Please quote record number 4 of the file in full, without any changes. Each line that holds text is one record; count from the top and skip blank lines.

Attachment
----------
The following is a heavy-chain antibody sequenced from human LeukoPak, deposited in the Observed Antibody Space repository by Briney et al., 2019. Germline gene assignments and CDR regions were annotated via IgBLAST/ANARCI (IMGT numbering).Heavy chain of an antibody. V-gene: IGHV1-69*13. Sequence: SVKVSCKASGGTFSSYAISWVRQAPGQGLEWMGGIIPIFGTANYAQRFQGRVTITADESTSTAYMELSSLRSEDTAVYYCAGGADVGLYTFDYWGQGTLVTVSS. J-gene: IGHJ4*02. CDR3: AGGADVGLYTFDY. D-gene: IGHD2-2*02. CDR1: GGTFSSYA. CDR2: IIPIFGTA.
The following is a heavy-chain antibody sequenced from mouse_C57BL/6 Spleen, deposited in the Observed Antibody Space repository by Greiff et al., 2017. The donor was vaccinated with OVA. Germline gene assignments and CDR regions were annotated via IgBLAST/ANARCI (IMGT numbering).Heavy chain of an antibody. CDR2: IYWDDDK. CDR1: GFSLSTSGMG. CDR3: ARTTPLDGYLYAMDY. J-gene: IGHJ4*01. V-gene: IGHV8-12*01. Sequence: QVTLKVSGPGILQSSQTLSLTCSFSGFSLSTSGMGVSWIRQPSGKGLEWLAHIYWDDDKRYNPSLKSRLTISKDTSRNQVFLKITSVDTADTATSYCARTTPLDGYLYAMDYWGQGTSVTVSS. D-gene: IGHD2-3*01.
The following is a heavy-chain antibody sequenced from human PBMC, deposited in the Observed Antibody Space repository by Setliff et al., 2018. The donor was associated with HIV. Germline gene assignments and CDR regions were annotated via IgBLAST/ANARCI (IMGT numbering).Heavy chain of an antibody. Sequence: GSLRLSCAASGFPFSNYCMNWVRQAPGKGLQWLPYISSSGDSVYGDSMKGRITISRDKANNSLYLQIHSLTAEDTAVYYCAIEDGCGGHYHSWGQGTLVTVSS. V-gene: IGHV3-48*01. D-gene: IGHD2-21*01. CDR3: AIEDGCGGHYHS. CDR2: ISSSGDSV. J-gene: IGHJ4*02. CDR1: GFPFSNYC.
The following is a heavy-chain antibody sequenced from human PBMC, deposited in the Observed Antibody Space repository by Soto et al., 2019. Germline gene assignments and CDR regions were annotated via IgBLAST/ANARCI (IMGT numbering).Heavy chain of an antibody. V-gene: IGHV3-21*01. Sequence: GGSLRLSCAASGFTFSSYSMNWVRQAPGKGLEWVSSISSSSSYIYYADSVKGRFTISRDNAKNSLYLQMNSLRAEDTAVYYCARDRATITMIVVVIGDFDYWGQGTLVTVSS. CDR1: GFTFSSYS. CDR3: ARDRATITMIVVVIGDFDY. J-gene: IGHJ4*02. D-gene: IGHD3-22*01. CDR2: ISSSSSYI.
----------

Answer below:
The following is a heavy-chain antibody sequenced from human PBMC, deposited in the Observed Antibody Space repository by Soto et al., 2019. Germline gene assignments and CDR regions were annotated via IgBLAST/ANARCI (IMGT numbering).Heavy chain of an antibody. V-gene: IGHV3-21*01. Sequence: GGSLRLSCAASGFTFSSYSMNWVRQAPGKGLEWVSSISSSSSYIYYADSVKGRFTISRDNAKNSLYLQMNSLRAEDTAVYYCARDRATITMIVVVIGDFDYWGQGTLVTVSS. CDR1: GFTFSSYS. CDR3: ARDRATITMIVVVIGDFDY. J-gene: IGHJ4*02. D-gene: IGHD3-22*01. CDR2: ISSSSSYI.